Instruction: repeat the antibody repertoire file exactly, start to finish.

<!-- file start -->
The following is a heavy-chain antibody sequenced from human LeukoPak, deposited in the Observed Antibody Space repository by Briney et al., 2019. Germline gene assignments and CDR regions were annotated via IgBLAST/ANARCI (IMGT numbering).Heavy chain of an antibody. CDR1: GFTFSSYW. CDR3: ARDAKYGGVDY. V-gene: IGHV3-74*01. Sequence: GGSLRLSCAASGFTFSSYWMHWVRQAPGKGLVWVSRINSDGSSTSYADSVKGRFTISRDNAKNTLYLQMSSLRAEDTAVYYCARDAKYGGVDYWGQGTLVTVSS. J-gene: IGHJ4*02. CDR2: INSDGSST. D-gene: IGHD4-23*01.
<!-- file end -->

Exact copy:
The following is a heavy-chain antibody sequenced from human LeukoPak, deposited in the Observed Antibody Space repository by Briney et al., 2019. Germline gene assignments and CDR regions were annotated via IgBLAST/ANARCI (IMGT numbering).Heavy chain of an antibody. CDR1: GFTFSSYW. CDR3: ARDAKYGGVDY. V-gene: IGHV3-74*01. Sequence: GGSLRLSCAASGFTFSSYWMHWVRQAPGKGLVWVSRINSDGSSTSYADSVKGRFTISRDNAKNTLYLQMSSLRAEDTAVYYCARDAKYGGVDYWGQGTLVTVSS. J-gene: IGHJ4*02. CDR2: INSDGSST. D-gene: IGHD4-23*01.